Thursday nights—when my dad met his boys for tennis at the 59th Street courts, followed by burgers and drinks at PJ Clark’s—the ladies gathered in the living room to talk about the breakdown of communication in their marriages, the insidious and daily oppression they felt, the depression and malaise in the absence of career or workplace engagement.
Have we done enough to tear back the tarpaulin on the facts, in front of our eyes, that we have allowed lives to be ranked into the valued and the less valued, the precious and the not? Have we reported effectively, yet, on how we have permitted unimaginable luxury and comfort to pile up on the one side, and poison and peril to rain down on the other? And have we given anyone any clear ideas about how might live together differently in happier relationships with each other and planet earth?
I’ve been on eight planes, 10 rideshare cars and two rental cars in the last three weeks—and in 50 percent of them, my head began to thump, the glad in the left side of my throat began to swell, my sinuses filled with mucus and I became hazy within minutes because someone was wearing perfume or cologne.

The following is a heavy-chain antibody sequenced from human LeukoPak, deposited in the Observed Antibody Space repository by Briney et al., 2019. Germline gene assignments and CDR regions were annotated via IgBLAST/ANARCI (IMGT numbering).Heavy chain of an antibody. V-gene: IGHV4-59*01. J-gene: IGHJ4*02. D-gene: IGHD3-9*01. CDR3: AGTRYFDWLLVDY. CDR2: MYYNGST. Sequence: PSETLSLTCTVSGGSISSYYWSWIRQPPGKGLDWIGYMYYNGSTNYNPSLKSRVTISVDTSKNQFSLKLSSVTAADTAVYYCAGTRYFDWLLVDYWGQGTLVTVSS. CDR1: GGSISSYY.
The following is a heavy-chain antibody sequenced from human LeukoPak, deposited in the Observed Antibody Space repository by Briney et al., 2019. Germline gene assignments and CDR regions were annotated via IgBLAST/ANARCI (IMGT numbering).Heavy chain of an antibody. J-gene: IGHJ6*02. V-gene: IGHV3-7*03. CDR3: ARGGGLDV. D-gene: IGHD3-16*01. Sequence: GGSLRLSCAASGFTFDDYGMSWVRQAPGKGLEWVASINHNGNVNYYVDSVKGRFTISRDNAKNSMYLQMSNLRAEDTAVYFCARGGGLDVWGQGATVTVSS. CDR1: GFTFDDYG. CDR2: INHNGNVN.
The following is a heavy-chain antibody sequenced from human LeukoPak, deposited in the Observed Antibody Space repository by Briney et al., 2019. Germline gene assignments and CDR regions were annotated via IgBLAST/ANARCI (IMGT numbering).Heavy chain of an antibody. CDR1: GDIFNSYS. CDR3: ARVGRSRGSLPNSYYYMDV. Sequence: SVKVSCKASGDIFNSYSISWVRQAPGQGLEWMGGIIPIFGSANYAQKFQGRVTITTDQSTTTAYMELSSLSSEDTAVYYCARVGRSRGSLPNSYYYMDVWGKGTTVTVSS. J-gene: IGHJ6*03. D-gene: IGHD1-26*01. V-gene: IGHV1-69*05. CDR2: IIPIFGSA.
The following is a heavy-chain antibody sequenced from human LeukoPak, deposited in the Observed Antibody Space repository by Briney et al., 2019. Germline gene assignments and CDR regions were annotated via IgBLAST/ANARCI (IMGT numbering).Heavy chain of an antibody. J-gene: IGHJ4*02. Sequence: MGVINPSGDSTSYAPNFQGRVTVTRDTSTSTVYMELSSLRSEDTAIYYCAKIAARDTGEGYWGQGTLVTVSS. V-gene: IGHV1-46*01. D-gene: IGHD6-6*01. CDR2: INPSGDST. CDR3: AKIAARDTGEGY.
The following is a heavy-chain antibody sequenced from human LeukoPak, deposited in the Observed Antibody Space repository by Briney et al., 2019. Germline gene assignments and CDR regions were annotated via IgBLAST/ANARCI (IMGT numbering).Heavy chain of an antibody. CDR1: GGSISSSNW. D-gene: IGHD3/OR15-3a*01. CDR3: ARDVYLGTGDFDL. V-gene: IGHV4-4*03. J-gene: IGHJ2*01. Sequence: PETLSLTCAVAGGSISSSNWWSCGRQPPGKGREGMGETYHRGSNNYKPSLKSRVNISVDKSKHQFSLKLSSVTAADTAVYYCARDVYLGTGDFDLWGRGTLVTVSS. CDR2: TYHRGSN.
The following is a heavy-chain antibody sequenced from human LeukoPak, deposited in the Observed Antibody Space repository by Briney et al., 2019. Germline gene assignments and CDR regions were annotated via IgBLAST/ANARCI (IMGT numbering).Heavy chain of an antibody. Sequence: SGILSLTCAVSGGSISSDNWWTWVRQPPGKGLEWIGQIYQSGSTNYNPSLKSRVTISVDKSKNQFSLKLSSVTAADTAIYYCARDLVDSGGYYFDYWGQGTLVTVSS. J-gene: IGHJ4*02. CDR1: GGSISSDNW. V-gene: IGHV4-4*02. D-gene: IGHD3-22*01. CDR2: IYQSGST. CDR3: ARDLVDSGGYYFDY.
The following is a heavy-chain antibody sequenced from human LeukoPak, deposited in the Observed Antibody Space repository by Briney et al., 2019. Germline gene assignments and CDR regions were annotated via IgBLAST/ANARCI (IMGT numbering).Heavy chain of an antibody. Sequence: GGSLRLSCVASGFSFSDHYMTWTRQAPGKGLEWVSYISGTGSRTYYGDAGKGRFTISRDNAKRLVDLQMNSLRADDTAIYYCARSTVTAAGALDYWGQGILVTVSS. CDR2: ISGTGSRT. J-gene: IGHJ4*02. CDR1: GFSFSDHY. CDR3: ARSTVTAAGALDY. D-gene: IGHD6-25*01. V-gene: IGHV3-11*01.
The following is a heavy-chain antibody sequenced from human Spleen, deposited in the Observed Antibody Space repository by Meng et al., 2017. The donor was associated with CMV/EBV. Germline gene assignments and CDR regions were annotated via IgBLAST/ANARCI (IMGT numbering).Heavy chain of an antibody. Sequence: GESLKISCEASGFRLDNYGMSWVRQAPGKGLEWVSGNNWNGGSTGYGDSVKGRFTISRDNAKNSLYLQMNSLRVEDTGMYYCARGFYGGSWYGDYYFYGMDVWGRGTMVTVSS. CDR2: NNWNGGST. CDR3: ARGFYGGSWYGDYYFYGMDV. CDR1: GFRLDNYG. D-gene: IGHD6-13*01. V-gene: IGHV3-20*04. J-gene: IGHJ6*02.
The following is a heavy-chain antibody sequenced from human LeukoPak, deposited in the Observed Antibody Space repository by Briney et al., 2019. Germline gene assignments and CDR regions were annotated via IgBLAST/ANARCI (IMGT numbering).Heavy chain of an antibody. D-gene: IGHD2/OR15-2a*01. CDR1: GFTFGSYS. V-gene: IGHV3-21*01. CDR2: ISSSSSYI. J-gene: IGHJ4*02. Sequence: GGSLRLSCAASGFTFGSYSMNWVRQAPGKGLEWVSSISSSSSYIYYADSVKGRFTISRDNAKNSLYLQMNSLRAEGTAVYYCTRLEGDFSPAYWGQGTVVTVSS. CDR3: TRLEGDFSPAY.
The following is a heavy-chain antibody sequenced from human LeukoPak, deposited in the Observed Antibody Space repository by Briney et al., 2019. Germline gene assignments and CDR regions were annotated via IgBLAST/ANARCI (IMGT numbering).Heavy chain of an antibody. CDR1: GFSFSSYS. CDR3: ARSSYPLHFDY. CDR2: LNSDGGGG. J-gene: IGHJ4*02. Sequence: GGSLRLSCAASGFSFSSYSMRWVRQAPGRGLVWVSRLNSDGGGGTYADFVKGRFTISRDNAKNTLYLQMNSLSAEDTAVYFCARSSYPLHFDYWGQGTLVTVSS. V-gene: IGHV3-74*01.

Zainab Salbi, the founder of Women for Women International, has dedicated her life to fighting for women’s rights worldwide. She talked to Ms. after receiving the prestigious Eleanor Roosevelt Val-Kill Medal about her life’s work and what’s next.
I am honored to be your Ms. Green—an Asian woman searching for unicorn solutions that can help us build a truly equitable, green world.
Sex education can be a life-saving and-changing form of violence prevention. I want this—not just for my daughters, but for all young people like them. And I’m not alone.
The Internet’s power to foster safe communities and help educators provide free and easily accessible information about sexuality is great. I’m glad resources exist for people who need them, especially in the current landscape where sex ed is so politicized. But online resources shouldn’t be a stand-in for bad sex ed policies.
In her book “Fair Play,” Eve Rodsky lays out strategies—and rules—for couples interested in forging equitable partnerships. In an exclusive audio clip from her self-narrated audiobook, she walks us through Rule #1: “All Time is Created Equal.”
The theme for this year’s TEDWomen is “Bold + Brilliant,” setting the bar high for our curatorial team to search for the world’s best, brightest—and yes, most daring—leaders, pioneers, activists and entrepreneurs.
It’s wrong that something as normal and natural as becoming a parent cost me a career that I loved and was good at, and cost me my financial well-being. Starting a family should not come at the price I was forced to pay.